Children today, they don't know they're born - take birthday parties for example. Parties now take the form of visits and entertainment - indulgence, extravagance and expense. When I was a child (which now seems a horribly long time ago) a party wasn't a party without regimented games and a sit-down tea, the high spot of which was probably jelly and ice cream. Fun? What had fun got to do with it? Over-excitement, being sick and disappointment, yes. But fun. Unlikely.
Those games; I remember Musical Chairs, Pin the Tail on the Donkey, Simon Says, Blind Man's Bluff and a curious affair in which each child would follow a trail of wool wound all around the house; around chair legs, between banisters, under tables and through doors until at the end of its length a tiny gift would be found. Imagine 20 small children each with a piece of tangled wool to unravel and only a boiled sweet to look forward to at the end...and that was a bonus. These were the days before Pass the Parcel contained a present in every layer and the game is carefully manipulated so each child gets a prize. Back then there was just the one prize at the end, usually won by the biggest, boldest and pushiest child. Like it or lump it. And lump it we probably did.
One of these games came to mind this morning as I went about my hen feeding. Who remembers 'Kim's Game'? I think it stems from the early days of scouting and was intended to improve memory and observational skills. From Wikipedia I learn it was inspired by Rudyard Kipling's story 'Kim' and taken up by Scouting's founder Robert Baden Powell:
'The Scoutmaster should collect on a tray a number of articles - knives, spoons, pencil, pen, stones, book and so on - not more than about fifteen for the first few games, and cover the whole over with a cloth. He then makes the others sit round, where they can see the tray, and uncovers it for one minute. Then each of them must make a list on a piece of paper of all the articles he can remember… The one who remembers most wins the game.'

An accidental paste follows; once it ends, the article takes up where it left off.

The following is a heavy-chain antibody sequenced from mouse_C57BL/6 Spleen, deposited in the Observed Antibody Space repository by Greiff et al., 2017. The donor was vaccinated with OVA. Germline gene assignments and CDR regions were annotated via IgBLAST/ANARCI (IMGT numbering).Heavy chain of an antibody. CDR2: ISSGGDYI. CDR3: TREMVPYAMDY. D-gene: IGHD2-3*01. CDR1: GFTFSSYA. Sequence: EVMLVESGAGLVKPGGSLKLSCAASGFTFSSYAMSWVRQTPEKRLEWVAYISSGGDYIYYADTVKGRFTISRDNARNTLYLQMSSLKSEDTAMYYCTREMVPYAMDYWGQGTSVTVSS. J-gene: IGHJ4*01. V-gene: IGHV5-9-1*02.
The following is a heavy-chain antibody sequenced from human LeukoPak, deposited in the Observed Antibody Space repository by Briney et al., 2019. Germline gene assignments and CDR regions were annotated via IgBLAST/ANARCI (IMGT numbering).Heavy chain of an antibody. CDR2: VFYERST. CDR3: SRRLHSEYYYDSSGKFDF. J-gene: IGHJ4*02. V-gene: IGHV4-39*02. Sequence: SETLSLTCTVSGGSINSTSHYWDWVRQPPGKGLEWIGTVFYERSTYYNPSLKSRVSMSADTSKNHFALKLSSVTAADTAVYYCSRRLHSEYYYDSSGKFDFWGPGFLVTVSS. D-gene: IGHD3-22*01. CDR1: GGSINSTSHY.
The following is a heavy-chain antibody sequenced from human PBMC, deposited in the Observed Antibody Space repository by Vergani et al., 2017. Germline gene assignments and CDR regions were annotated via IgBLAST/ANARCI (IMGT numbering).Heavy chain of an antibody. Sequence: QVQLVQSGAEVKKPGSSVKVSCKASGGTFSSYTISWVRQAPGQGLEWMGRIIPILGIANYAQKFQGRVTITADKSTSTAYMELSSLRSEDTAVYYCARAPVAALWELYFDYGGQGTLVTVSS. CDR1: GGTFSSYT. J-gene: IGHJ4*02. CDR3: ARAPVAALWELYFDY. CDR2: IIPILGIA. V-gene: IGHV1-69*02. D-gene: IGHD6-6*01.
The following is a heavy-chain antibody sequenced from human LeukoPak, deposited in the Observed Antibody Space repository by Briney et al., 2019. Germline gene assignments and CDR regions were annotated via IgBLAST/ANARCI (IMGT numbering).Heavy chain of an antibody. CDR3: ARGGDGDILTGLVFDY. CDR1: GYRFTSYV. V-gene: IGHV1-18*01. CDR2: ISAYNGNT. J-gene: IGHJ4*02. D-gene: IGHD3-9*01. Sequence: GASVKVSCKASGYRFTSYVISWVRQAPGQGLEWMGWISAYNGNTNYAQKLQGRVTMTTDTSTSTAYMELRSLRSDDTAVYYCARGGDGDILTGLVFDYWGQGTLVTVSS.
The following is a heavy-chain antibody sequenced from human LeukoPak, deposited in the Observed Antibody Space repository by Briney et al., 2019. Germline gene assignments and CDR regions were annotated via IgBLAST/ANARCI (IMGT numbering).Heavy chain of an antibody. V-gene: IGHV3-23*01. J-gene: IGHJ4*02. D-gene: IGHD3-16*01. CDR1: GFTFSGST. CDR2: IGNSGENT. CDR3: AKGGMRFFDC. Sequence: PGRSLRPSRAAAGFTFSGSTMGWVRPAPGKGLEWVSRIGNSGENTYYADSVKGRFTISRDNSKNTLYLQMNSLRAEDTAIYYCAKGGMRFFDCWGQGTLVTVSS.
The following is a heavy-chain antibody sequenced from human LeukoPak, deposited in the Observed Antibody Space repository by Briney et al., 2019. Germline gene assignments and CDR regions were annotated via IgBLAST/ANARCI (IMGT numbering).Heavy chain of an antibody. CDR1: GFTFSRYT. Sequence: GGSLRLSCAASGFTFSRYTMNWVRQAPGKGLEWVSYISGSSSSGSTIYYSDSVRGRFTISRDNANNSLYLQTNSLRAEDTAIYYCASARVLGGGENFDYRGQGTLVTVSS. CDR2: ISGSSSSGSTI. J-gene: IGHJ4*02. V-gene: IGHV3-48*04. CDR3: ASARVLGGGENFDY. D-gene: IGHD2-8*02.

This morning it is as if somebody has whipped that cloth away. The snow has all but gone overnight and the landscape is revealed. For nearly a month the ground has been covered in either frost or snow; it's never really gone up here at the end of the Long Mountain. We've gazed out at a not unpleasant monochrome vista - the monotony of black, white and shades between broken now and then by clear blue skies or the twinkling of ice crystals.
This morning though I spy green - much green - which while I knew it was there comes as quite a surprise - there is so much of it. I also spy lots of little details which I'd forgotten about, masked as they were under many inches of snow. Leeks, parsnip and cabbage - bowed but not broken; the glaucous snouts of early bulbs pushing through still frozen soil; onions and garlic; the galvanised hen trough I lost track of. Look - there are needles from a bit of pre-Christmas tree trimming (December 18th) and the grit we threw down in the first ice age just before New Year. These details emerge, hardly important like finding a woolly mammoth, but little snippets testing the memory.
But look at this - in my photograph the thaw has defined the ridge and furrow in the field we now call the Church Field - for obvious reasons, it sits below St Mary's Church - but was once known as Broomy Leasow. For me the real revelation is in the foreground and what appears to be more of the same - but it is possible these plough lines may be of more recent date.
I'm off now to take a good look around me while I have the opportunity - I hear rumours that heavy snow is forecast for Wednesday and my landscape may well be under wraps once again.